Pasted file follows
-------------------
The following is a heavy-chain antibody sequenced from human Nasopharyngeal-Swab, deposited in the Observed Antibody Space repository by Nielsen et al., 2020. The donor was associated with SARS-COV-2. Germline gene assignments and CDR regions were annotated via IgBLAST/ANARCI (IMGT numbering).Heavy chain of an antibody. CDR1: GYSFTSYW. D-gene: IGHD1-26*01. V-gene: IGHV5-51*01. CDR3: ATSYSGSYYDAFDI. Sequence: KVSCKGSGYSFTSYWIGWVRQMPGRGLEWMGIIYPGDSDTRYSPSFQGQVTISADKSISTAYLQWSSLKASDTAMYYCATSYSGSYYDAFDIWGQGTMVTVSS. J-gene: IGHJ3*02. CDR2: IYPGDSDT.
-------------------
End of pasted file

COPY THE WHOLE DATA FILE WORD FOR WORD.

The following is a heavy-chain antibody sequenced from human Nasopharyngeal-Swab, deposited in the Observed Antibody Space repository by Nielsen et al., 2020. The donor was associated with SARS-COV-2. Germline gene assignments and CDR regions were annotated via IgBLAST/ANARCI (IMGT numbering).Heavy chain of an antibody. CDR1: GYSFTSYW. D-gene: IGHD1-26*01. V-gene: IGHV5-51*01. CDR3: ATSYSGSYYDAFDI. Sequence: KVSCKGSGYSFTSYWIGWVRQMPGRGLEWMGIIYPGDSDTRYSPSFQGQVTISADKSISTAYLQWSSLKASDTAMYYCATSYSGSYYDAFDIWGQGTMVTVSS. J-gene: IGHJ3*02. CDR2: IYPGDSDT.